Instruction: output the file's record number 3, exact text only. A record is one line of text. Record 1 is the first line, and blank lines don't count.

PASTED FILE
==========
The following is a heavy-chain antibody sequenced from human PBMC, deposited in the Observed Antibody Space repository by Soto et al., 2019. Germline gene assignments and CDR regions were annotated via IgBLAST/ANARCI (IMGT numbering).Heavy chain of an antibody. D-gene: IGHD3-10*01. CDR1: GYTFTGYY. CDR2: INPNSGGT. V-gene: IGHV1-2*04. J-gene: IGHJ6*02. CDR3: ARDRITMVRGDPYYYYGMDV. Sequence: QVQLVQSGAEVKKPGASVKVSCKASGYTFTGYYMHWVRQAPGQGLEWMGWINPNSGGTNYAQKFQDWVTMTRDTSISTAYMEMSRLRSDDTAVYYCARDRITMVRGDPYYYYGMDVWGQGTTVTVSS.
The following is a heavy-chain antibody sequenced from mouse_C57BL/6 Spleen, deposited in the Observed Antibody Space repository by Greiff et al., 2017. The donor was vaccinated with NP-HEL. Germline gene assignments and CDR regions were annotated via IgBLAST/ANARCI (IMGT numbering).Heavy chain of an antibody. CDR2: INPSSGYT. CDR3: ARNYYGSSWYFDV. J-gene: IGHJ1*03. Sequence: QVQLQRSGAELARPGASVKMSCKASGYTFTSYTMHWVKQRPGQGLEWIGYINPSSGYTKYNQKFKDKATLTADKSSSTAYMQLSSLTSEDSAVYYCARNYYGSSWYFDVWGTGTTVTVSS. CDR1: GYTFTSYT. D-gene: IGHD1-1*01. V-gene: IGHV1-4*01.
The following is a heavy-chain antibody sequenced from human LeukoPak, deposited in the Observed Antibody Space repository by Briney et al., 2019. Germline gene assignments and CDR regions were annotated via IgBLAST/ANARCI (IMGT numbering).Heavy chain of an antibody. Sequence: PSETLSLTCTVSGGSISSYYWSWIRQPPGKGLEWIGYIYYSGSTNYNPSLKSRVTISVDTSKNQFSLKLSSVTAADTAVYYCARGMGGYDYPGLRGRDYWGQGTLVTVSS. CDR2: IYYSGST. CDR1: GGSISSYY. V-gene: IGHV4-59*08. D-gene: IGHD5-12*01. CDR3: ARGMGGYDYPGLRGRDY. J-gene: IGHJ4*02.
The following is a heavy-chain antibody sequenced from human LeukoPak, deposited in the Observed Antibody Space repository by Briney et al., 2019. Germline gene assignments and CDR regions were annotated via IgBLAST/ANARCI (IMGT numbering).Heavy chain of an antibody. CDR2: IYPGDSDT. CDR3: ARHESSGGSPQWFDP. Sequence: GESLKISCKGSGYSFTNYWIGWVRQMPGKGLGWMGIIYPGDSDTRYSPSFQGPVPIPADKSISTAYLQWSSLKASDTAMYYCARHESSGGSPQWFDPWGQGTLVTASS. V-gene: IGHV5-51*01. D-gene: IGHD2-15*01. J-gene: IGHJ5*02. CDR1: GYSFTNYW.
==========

The following is a heavy-chain antibody sequenced from human LeukoPak, deposited in the Observed Antibody Space repository by Briney et al., 2019. Germline gene assignments and CDR regions were annotated via IgBLAST/ANARCI (IMGT numbering).Heavy chain of an antibody. Sequence: PSETLSLTCTVSGGSISSYYWSWIRQPPGKGLEWIGYIYYSGSTNYNPSLKSRVTISVDTSKNQFSLKLSSVTAADTAVYYCARGMGGYDYPGLRGRDYWGQGTLVTVSS. CDR2: IYYSGST. CDR1: GGSISSYY. V-gene: IGHV4-59*08. D-gene: IGHD5-12*01. CDR3: ARGMGGYDYPGLRGRDY. J-gene: IGHJ4*02.